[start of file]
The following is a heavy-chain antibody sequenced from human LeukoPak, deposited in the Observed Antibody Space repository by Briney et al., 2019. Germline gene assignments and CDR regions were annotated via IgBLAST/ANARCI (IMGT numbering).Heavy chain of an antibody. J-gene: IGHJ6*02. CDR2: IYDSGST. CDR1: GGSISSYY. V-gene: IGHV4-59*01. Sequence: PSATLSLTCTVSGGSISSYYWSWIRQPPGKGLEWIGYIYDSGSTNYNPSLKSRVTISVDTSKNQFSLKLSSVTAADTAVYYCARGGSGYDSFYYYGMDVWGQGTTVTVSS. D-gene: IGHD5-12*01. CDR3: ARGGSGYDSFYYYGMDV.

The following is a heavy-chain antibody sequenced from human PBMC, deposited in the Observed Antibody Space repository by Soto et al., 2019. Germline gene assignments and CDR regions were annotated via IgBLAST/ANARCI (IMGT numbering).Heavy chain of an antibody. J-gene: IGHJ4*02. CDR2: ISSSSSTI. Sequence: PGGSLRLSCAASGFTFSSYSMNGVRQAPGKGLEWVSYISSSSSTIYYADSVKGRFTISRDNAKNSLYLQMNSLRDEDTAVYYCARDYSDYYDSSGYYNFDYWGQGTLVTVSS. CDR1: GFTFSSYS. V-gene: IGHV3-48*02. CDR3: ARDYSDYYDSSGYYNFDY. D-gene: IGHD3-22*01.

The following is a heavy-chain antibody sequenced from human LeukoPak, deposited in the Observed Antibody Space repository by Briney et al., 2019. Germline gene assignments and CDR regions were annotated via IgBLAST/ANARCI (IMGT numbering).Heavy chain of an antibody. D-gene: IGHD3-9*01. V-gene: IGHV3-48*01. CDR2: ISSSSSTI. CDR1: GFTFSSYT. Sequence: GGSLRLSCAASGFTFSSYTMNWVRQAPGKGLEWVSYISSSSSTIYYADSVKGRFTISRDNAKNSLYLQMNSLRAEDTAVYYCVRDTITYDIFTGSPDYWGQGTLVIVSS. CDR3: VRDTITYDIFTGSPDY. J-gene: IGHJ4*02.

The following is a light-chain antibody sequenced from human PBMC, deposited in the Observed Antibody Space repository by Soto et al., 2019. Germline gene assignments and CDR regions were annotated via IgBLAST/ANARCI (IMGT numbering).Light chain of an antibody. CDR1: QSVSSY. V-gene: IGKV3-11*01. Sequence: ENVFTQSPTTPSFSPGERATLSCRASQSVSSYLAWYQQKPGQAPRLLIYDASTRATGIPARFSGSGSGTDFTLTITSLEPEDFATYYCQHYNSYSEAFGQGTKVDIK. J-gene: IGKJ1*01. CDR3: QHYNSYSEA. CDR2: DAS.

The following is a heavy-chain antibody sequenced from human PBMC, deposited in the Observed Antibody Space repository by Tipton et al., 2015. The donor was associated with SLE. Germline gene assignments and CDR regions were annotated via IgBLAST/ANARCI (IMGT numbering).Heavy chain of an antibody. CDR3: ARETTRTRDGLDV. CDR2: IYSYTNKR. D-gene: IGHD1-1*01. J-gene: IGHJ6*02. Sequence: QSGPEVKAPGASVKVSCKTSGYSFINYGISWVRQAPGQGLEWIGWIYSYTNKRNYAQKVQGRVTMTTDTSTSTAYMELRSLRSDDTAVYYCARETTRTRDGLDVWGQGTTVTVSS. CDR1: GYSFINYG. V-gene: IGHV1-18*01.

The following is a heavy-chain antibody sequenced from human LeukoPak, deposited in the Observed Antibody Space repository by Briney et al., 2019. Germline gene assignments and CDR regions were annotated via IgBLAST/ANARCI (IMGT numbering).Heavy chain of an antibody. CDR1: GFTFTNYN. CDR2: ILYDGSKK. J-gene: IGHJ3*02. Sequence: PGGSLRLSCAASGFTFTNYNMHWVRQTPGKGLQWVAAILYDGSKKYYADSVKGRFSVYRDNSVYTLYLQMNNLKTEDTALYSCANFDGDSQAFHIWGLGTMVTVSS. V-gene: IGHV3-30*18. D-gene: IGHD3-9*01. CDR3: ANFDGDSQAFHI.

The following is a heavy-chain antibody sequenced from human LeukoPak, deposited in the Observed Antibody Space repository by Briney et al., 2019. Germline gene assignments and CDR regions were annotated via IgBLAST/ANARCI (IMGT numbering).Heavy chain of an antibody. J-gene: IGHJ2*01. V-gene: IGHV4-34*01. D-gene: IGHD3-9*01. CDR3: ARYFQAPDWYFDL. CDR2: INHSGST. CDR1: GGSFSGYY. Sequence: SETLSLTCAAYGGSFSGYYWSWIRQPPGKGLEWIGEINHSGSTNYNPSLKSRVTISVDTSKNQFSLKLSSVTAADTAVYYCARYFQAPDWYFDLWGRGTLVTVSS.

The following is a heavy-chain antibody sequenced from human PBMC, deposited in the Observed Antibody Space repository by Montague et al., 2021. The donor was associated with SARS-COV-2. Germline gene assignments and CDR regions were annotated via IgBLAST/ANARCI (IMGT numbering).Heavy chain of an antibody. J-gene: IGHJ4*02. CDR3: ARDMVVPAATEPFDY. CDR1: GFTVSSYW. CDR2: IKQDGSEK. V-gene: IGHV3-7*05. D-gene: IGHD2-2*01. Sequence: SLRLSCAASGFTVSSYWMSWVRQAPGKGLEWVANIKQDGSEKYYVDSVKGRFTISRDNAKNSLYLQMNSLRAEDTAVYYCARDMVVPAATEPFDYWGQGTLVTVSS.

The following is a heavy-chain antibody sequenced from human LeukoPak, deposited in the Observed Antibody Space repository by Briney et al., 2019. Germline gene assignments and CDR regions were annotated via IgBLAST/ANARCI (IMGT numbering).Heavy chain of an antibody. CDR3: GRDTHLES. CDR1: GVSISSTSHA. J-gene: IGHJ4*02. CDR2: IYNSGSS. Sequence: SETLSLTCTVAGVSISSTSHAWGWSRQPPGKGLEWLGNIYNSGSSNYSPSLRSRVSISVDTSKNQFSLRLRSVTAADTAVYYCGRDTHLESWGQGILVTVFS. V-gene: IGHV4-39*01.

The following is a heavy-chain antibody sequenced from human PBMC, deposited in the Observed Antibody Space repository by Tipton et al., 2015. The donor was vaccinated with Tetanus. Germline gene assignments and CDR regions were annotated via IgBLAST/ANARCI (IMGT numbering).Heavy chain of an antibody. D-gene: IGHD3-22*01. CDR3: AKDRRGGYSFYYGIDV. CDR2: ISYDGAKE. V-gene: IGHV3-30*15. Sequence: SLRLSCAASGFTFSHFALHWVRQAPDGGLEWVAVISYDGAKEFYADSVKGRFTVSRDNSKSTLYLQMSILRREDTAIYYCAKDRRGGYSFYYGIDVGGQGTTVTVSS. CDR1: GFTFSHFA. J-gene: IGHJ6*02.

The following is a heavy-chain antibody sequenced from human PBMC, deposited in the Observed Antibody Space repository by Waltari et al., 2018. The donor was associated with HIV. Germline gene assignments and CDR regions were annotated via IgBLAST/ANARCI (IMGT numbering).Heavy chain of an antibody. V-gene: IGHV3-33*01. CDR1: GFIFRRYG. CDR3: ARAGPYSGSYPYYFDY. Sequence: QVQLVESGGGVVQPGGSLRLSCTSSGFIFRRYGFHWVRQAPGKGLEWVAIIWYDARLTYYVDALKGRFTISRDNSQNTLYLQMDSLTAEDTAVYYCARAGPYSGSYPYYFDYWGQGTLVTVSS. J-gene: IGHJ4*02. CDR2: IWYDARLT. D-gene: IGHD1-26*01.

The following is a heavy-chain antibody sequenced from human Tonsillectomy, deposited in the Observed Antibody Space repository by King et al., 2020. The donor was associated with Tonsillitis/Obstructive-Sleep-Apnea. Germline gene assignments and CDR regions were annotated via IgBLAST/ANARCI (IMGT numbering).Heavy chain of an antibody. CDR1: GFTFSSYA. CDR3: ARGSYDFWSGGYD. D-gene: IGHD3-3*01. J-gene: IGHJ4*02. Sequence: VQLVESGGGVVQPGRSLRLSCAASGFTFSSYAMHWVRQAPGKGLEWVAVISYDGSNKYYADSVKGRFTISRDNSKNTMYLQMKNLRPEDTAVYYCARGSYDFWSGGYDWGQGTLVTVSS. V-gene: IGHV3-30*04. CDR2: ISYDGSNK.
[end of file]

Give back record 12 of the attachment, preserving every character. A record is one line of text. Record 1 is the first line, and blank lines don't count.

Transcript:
The following is a heavy-chain antibody sequenced from human Tonsillectomy, deposited in the Observed Antibody Space repository by King et al., 2020. The donor was associated with Tonsillitis/Obstructive-Sleep-Apnea. Germline gene assignments and CDR regions were annotated via IgBLAST/ANARCI (IMGT numbering).Heavy chain of an antibody. CDR1: GFTFSSYA. CDR3: ARGSYDFWSGGYD. D-gene: IGHD3-3*01. J-gene: IGHJ4*02. Sequence: VQLVESGGGVVQPGRSLRLSCAASGFTFSSYAMHWVRQAPGKGLEWVAVISYDGSNKYYADSVKGRFTISRDNSKNTMYLQMKNLRPEDTAVYYCARGSYDFWSGGYDWGQGTLVTVSS. V-gene: IGHV3-30*04. CDR2: ISYDGSNK.